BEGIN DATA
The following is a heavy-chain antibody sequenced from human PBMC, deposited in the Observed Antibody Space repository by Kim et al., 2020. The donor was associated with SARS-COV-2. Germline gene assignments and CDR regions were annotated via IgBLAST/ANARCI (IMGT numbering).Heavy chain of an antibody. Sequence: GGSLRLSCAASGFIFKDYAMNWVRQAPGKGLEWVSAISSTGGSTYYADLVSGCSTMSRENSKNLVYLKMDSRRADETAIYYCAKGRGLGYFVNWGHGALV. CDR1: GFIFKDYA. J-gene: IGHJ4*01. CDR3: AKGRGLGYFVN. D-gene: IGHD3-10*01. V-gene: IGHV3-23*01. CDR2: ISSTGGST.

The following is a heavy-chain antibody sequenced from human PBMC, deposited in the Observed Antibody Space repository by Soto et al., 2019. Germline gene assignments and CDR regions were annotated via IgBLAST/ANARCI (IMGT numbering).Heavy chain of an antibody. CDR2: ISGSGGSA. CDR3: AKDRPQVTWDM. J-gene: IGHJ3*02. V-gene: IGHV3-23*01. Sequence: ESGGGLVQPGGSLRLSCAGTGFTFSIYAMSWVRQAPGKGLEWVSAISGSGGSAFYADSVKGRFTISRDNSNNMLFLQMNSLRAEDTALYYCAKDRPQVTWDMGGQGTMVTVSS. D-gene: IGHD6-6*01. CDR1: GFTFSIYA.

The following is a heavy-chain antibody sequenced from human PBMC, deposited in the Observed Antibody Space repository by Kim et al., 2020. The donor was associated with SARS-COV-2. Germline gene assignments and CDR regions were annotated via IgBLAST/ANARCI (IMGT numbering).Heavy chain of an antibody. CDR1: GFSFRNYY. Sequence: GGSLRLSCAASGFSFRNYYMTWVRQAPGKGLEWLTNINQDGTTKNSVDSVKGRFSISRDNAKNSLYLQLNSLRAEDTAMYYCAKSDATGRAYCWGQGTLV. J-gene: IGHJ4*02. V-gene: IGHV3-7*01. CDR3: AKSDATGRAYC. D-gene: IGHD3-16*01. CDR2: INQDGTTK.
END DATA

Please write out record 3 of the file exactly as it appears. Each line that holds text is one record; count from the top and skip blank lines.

The following is a heavy-chain antibody sequenced from human PBMC, deposited in the Observed Antibody Space repository by Kim et al., 2020. The donor was associated with SARS-COV-2. Germline gene assignments and CDR regions were annotated via IgBLAST/ANARCI (IMGT numbering).Heavy chain of an antibody. CDR1: GFSFRNYY. Sequence: GGSLRLSCAASGFSFRNYYMTWVRQAPGKGLEWLTNINQDGTTKNSVDSVKGRFSISRDNAKNSLYLQLNSLRAEDTAMYYCAKSDATGRAYCWGQGTLV. J-gene: IGHJ4*02. V-gene: IGHV3-7*01. CDR3: AKSDATGRAYC. D-gene: IGHD3-16*01. CDR2: INQDGTTK.